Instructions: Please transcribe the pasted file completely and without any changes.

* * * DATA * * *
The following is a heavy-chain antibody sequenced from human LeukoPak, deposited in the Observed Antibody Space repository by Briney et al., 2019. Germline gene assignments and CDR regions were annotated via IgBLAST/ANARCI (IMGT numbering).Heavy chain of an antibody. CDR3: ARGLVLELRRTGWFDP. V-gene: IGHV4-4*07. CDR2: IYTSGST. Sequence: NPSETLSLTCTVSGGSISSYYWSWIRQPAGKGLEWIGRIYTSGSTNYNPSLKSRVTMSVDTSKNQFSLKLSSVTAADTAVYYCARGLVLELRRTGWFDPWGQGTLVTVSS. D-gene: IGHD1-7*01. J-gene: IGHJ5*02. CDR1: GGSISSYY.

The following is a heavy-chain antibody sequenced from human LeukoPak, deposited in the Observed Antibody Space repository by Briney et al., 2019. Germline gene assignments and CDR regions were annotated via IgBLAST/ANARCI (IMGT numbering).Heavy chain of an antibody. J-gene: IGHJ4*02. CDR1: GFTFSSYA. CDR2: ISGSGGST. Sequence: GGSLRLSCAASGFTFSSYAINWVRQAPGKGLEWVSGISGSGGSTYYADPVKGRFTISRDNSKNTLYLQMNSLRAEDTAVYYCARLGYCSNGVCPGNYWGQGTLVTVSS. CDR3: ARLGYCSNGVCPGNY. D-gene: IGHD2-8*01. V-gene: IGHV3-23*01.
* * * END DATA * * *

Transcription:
The following is a heavy-chain antibody sequenced from human LeukoPak, deposited in the Observed Antibody Space repository by Briney et al., 2019. Germline gene assignments and CDR regions were annotated via IgBLAST/ANARCI (IMGT numbering).Heavy chain of an antibody. CDR3: ARGLVLELRRTGWFDP. V-gene: IGHV4-4*07. CDR2: IYTSGST. Sequence: NPSETLSLTCTVSGGSISSYYWSWIRQPAGKGLEWIGRIYTSGSTNYNPSLKSRVTMSVDTSKNQFSLKLSSVTAADTAVYYCARGLVLELRRTGWFDPWGQGTLVTVSS. D-gene: IGHD1-7*01. J-gene: IGHJ5*02. CDR1: GGSISSYY.

The following is a heavy-chain antibody sequenced from human LeukoPak, deposited in the Observed Antibody Space repository by Briney et al., 2019. Germline gene assignments and CDR regions were annotated via IgBLAST/ANARCI (IMGT numbering).Heavy chain of an antibody. J-gene: IGHJ4*02. CDR1: GFTFSSYA. CDR2: ISGSGGST. Sequence: GGSLRLSCAASGFTFSSYAINWVRQAPGKGLEWVSGISGSGGSTYYADPVKGRFTISRDNSKNTLYLQMNSLRAEDTAVYYCARLGYCSNGVCPGNYWGQGTLVTVSS. CDR3: ARLGYCSNGVCPGNY. D-gene: IGHD2-8*01. V-gene: IGHV3-23*01.